Should Every Digital Printer Handle 1:1 Data?

By on May 25th, 2012

Are we living in a world in which every digital printer should be handling variable data? Often, the blogs, the seminars, the press releases act as if they should. I wonder.

Earlier this year, Target got egg on its face when it was discovered that it was profiling its credit card customers for pregnancy cues, then was overtly marketing maternity clothes, diapers, and related products to suspected mothers-to-be. . . including teenagers.  One particularly embarrassing and highly public incident resulted, not in a change to Target’s profiling policies, but in how the resulting knowledge was disguised.

Then there are all those fun direct mail bloopers that talk about how names got mixed up or how some disgruntled employee went into a database and created highly embarrassing fields.

Then there was this recently blog post from a woman who received the previous homeowner’s highly sensitive financial information in her mailbox years after she’d bought the home. It made her wonder whether her financial institutions would be sending her financial information to that home address long after she — like the previous homeowners — had moved out.

Such stories raise the issue that handling data is more than a mechanical process. It requires judgment in how that data should be used. (Just because you can doesn’t mean you should.) It requires the establishment of safeguards to ensure that mistakes such as happened to the blogger above don’t occur on your watch.

In other words, it requires a wealth of judgment and experience that don’t come in a box.

Be Sociable, Share!

5 Responses to “Should Every Digital Printer Handle 1:1 Data?”

  1. Gina Danner Says:

    All good points Heidi… Handling complex variable data projects is a challenge. I would guess that responsibility for the incidents mentioned in your post rest more so at the feet of the client, and the database specialists who did the data work as they did at the feet of the printer.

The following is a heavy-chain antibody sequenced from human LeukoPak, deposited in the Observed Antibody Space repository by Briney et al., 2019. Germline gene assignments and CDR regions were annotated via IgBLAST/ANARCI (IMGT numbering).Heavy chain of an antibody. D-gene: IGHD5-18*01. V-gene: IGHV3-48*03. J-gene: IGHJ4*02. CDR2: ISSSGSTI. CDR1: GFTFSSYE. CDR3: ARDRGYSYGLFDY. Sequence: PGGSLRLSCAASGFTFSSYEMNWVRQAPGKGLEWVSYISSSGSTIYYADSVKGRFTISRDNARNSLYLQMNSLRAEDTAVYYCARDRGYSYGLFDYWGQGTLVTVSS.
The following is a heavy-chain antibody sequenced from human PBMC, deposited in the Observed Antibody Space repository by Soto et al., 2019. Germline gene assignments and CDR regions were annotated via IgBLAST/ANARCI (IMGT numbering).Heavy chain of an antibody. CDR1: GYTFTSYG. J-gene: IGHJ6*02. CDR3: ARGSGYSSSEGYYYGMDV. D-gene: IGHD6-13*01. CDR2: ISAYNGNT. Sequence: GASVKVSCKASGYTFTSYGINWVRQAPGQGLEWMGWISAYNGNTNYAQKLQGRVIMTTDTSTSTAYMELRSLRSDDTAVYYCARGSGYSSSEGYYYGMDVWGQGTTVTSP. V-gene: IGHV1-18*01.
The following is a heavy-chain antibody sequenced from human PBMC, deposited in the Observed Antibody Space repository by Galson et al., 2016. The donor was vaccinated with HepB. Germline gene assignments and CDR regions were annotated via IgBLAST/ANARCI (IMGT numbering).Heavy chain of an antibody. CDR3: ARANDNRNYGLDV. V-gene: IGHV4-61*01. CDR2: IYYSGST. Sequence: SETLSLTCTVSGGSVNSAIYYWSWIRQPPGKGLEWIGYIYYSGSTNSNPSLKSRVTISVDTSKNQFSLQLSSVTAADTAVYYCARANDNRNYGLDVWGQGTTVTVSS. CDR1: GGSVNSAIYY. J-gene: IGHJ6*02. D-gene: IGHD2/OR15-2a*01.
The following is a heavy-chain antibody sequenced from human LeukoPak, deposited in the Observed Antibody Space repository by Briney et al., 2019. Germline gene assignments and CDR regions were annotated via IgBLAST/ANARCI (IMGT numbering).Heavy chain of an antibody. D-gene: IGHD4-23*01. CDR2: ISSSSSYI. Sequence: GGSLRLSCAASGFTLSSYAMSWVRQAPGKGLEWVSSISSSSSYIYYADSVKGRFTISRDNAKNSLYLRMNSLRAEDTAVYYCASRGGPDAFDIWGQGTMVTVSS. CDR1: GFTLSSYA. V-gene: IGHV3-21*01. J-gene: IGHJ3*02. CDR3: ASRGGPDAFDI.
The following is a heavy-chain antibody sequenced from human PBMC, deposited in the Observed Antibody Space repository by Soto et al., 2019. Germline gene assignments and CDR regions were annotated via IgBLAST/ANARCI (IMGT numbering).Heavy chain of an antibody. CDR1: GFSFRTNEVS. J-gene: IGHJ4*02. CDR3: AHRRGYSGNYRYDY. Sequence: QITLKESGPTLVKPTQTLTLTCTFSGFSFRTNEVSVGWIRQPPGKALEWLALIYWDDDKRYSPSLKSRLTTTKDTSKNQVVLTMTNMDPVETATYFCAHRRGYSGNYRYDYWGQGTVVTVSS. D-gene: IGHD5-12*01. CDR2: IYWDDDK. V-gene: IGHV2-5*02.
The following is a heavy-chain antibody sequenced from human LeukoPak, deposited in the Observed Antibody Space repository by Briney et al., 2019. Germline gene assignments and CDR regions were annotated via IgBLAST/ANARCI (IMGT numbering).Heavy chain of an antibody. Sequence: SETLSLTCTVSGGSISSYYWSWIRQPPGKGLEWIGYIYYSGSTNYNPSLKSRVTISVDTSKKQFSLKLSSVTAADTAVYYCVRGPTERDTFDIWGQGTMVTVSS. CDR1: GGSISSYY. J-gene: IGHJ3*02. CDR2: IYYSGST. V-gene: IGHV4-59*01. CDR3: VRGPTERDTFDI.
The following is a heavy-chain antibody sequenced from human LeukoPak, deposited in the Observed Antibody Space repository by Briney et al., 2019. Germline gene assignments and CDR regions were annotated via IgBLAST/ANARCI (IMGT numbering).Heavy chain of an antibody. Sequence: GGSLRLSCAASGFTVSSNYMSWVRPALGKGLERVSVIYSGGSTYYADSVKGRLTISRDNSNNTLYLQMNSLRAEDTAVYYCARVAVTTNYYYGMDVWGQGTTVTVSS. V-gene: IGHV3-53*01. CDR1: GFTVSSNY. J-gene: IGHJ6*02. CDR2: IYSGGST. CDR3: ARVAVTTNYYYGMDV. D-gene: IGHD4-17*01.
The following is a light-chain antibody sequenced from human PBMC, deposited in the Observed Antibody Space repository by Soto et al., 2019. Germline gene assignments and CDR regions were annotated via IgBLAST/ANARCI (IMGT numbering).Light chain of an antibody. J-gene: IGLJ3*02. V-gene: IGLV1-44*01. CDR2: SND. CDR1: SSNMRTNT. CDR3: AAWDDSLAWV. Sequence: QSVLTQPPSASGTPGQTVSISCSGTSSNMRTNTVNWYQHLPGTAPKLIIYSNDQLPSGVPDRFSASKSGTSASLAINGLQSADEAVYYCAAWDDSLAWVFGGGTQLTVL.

Taking complex data schemas and creating highly personalized printed pieces (or emails for that matter) is one thing, data mining, profiling and preparation is where the critical errors occur.

    The challenge is that unless you have been through the mistake and have a staff that is very focused on the BIG and I MEAN HUGE picture you are challenged from the beginning.

    If I hadn’t been doing complex VDP for nearly 20 years, I would think twice as a PSP trying to enter this facet of the industry. (And I don’t say that to keep people out of my competition pool.) I say this because obtaining that experience can be very expensive. You don’t know what you don’t know and after 20 years there is still lots we don’t know. Every day there is a new bridge to cross and a client is asking for something we haven’t done before. It is very cool and yet very challenging.

  2. Heidi Tolliver-Walker Says:

    Spoken by someone doing complex enough programs to be working with a third-party data specialist. That, in itself, speaks volumes! It seems that printers are being told that, at least at its “simplest,” data can be handled in-house. But I’m not sure data is ever simple, is it?

  3. Marion Says:

    This is a really important topic, and Gina’s comment resonates with me, too.

    When I would talk to customers doing variable data five years ago, it was a fairly straighforward exchange – you knew the customer purchased this or liked this, and then you used it again in a campaign.

    The tools have since evolved, and data mining and profiling has gotten so sophisticated. How, when, and if you use the information gathered with these tools requires expertise that most service providers don’t posses. And when you get it wrong, you really get it wrong.

    Just to note – the Target -pregnancy profiling case that included a teenager? Turns out the teenager actually was pregnant, but Target knew before her parents knew. Creepy.

  4. Colour Printer Says:

    Print publications does not always result in perfect print. With dozens of print work to go through, mistakes are incontrovertible. This is not a multifuntion printers job!

  5. Robert Bloecker Says:

    I think this is one of those “slippery slope” issues. As a printer, we print what we are told, but sometimes you have to question the reliability of the data, and the implications if the piece does end up at the wrong place or to the wrong hands. Its every printers responsibility to make sure they do what is correct for them, their clients, and their company.